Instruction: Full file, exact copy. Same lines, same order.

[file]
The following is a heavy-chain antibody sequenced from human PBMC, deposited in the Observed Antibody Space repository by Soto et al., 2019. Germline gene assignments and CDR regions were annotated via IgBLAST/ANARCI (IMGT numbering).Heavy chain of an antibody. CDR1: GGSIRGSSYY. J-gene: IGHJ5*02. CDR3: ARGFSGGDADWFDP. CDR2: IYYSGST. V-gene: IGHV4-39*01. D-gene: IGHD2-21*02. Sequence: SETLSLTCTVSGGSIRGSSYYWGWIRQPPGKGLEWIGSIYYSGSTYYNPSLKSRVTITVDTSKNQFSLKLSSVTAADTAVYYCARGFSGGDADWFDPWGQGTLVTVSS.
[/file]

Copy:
The following is a heavy-chain antibody sequenced from human PBMC, deposited in the Observed Antibody Space repository by Soto et al., 2019. Germline gene assignments and CDR regions were annotated via IgBLAST/ANARCI (IMGT numbering).Heavy chain of an antibody. CDR1: GGSIRGSSYY. J-gene: IGHJ5*02. CDR3: ARGFSGGDADWFDP. CDR2: IYYSGST. V-gene: IGHV4-39*01. D-gene: IGHD2-21*02. Sequence: SETLSLTCTVSGGSIRGSSYYWGWIRQPPGKGLEWIGSIYYSGSTYYNPSLKSRVTITVDTSKNQFSLKLSSVTAADTAVYYCARGFSGGDADWFDPWGQGTLVTVSS.